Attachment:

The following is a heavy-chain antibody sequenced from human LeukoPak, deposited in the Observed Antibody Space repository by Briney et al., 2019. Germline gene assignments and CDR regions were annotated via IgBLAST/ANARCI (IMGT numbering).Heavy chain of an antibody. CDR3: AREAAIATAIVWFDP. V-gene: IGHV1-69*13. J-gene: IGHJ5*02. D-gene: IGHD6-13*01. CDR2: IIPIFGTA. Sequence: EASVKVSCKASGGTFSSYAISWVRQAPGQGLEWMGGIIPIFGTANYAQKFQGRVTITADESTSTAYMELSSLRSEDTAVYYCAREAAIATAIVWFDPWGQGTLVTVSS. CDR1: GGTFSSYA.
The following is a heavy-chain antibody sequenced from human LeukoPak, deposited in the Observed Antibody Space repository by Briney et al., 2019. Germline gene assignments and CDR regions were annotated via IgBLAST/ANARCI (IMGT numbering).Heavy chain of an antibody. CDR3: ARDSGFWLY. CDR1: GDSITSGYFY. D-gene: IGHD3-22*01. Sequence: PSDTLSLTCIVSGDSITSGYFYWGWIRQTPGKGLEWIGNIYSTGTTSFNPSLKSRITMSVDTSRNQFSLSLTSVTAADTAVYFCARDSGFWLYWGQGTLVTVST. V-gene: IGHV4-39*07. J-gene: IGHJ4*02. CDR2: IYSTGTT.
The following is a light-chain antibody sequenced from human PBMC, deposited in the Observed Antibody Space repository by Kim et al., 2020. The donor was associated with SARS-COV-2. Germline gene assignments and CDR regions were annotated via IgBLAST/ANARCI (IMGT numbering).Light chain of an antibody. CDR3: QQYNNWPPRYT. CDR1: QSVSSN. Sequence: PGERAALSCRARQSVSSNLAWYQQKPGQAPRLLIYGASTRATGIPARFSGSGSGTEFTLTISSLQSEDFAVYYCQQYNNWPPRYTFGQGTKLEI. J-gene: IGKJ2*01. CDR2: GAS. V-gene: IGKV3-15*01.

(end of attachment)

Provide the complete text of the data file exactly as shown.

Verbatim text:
The following is a heavy-chain antibody sequenced from human LeukoPak, deposited in the Observed Antibody Space repository by Briney et al., 2019. Germline gene assignments and CDR regions were annotated via IgBLAST/ANARCI (IMGT numbering).Heavy chain of an antibody. CDR3: AREAAIATAIVWFDP. V-gene: IGHV1-69*13. J-gene: IGHJ5*02. D-gene: IGHD6-13*01. CDR2: IIPIFGTA. Sequence: EASVKVSCKASGGTFSSYAISWVRQAPGQGLEWMGGIIPIFGTANYAQKFQGRVTITADESTSTAYMELSSLRSEDTAVYYCAREAAIATAIVWFDPWGQGTLVTVSS. CDR1: GGTFSSYA.
The following is a heavy-chain antibody sequenced from human LeukoPak, deposited in the Observed Antibody Space repository by Briney et al., 2019. Germline gene assignments and CDR regions were annotated via IgBLAST/ANARCI (IMGT numbering).Heavy chain of an antibody. CDR3: ARDSGFWLY. CDR1: GDSITSGYFY. D-gene: IGHD3-22*01. Sequence: PSDTLSLTCIVSGDSITSGYFYWGWIRQTPGKGLEWIGNIYSTGTTSFNPSLKSRITMSVDTSRNQFSLSLTSVTAADTAVYFCARDSGFWLYWGQGTLVTVST. V-gene: IGHV4-39*07. J-gene: IGHJ4*02. CDR2: IYSTGTT.
The following is a light-chain antibody sequenced from human PBMC, deposited in the Observed Antibody Space repository by Kim et al., 2020. The donor was associated with SARS-COV-2. Germline gene assignments and CDR regions were annotated via IgBLAST/ANARCI (IMGT numbering).Light chain of an antibody. CDR3: QQYNNWPPRYT. CDR1: QSVSSN. Sequence: PGERAALSCRARQSVSSNLAWYQQKPGQAPRLLIYGASTRATGIPARFSGSGSGTEFTLTISSLQSEDFAVYYCQQYNNWPPRYTFGQGTKLEI. J-gene: IGKJ2*01. CDR2: GAS. V-gene: IGKV3-15*01.